CHEROKEE COUNTY, Oklahoma - The floating industry draws thousands of visitors who spend lots of money with operators across eastern Oklahoma every season. 

But, flooding like we've seen over the last few days stops business in its tracks. 

Highway 10 is back open but you can tell just how high the water levels were. 

Debris lines the road and you can see the water lines at the top of the windows at one business, but, somehow the folks out here remain resilient.

All the water and piles of mud and grass shouldn't be where they are, but Mother Nature had a devastating plan that left businesses in deep water.

"We were here fighting it as it was going on because this creek rises quickly before the river does," said Riverbend Floats owner Robbie Franks. 

For 100 years, Franks' family has called the area around the river home. 

"We're planted here pretty good," Franks said. 

But, for the last three years, he's run Riverbend Floats. He got a little water in his building in 2015, but this year a stopped up culvert caused a lot more damage.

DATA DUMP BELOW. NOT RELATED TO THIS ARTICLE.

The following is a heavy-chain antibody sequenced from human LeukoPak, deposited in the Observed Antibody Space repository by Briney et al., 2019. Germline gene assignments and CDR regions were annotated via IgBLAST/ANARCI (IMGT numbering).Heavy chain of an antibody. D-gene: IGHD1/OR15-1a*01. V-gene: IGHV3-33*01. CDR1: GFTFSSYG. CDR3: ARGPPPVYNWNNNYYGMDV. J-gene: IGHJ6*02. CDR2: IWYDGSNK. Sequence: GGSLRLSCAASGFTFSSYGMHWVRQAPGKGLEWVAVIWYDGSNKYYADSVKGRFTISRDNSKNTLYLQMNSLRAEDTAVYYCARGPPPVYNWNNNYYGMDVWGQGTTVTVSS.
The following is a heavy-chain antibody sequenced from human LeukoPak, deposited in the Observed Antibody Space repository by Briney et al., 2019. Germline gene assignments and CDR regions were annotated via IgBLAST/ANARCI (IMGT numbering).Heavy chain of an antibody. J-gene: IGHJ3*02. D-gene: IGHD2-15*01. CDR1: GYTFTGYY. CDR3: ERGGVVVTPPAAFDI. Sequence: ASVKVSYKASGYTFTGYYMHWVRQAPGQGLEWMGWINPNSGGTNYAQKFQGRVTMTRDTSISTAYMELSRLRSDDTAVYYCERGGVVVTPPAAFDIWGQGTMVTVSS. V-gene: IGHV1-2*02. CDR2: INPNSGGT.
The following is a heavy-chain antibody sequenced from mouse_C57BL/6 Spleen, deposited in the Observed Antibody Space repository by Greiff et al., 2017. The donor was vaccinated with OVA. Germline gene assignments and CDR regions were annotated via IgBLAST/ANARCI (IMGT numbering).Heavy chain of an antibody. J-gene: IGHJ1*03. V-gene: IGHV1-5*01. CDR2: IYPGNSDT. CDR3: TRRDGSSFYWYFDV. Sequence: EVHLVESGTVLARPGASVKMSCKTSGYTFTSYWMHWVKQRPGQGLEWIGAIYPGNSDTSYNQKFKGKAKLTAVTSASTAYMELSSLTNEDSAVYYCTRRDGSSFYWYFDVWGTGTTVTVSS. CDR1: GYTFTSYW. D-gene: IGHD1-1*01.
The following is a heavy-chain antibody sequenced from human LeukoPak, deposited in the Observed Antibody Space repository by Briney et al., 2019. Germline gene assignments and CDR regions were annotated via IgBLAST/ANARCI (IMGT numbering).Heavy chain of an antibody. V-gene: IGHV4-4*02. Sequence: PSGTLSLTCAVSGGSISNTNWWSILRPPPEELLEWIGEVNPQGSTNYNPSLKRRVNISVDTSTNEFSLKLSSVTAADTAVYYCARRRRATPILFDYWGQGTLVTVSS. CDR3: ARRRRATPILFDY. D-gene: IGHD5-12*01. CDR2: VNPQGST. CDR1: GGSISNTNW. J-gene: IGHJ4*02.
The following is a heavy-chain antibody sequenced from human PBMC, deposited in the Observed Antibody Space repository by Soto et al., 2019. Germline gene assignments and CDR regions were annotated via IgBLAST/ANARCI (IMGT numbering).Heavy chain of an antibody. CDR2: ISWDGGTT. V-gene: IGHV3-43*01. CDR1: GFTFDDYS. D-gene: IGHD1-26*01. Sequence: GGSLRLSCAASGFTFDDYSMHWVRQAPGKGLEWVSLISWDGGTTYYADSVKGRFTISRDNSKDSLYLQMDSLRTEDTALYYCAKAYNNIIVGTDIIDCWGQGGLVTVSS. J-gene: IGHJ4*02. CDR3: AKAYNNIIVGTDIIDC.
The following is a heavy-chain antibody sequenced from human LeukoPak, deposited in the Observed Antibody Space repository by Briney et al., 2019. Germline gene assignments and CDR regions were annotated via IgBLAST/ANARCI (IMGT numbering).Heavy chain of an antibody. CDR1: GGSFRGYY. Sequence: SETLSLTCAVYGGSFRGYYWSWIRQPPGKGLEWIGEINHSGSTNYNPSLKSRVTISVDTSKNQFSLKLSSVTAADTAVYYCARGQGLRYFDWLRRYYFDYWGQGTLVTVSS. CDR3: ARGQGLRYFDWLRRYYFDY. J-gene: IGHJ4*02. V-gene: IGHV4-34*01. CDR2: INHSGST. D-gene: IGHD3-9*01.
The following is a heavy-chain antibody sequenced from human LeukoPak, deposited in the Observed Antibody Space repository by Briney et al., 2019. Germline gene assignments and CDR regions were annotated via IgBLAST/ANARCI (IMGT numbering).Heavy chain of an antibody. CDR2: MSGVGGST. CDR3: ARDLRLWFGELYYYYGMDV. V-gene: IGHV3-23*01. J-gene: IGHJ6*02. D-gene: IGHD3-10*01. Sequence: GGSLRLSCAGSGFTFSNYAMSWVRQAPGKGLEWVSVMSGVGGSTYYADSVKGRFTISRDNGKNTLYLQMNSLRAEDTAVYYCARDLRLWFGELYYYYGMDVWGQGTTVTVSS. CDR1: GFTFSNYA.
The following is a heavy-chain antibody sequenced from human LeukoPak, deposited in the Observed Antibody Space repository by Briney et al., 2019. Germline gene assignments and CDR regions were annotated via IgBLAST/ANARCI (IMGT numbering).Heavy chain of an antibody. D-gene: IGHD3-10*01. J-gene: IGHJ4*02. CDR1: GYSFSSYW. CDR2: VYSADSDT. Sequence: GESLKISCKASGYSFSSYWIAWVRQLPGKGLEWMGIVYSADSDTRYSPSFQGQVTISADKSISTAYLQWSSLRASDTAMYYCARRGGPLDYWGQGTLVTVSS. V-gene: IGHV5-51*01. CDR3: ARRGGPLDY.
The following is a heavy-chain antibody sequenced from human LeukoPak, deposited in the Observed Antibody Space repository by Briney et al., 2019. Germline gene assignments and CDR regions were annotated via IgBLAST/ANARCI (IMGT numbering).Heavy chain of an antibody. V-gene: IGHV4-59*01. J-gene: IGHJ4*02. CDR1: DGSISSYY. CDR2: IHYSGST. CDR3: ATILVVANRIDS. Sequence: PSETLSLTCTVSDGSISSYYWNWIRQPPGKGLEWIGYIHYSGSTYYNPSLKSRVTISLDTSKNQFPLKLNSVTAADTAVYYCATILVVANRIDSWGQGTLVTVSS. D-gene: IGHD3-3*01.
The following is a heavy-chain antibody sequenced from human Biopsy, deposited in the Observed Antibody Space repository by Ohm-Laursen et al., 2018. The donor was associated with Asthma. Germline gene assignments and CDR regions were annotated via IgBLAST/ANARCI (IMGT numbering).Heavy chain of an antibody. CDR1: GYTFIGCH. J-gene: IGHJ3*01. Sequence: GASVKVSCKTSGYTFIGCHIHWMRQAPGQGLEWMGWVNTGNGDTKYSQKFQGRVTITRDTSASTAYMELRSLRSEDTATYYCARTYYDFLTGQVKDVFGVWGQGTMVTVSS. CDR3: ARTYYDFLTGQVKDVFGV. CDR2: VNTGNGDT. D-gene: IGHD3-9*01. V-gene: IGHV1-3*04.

Business owners said this is the second time this has happened, but this time instead of moving they are going to remove the culvert and build a bridge to allow more water to flow through.

Franks said he'll do what he can to stay afloat. 

Tahlequah Mayor Jason Nichols said it's important that the businesses don't sink.

"The floating industry is an integral part of Tahlequah's economy," Nichols said. "We have thousands of visitors to the river each year. They spend, they put a lot of money into our economy."

The last major flood was tough and even forced some to shut down. Others were still recovering when this one hit. He's holding out faith that the community's resilience will remain strong.

"The people that live near the Illinois river are tied to it," Nichols said. "It's almost a cultural component to it and after the crisis passes, I would imagine the overwhelming majority of business owners in the area would choose to remain."

Franks plans to do just that. There are about 100 days in the floating season.

The mayor said the community will be working hard to at least guarantee 90 of those days.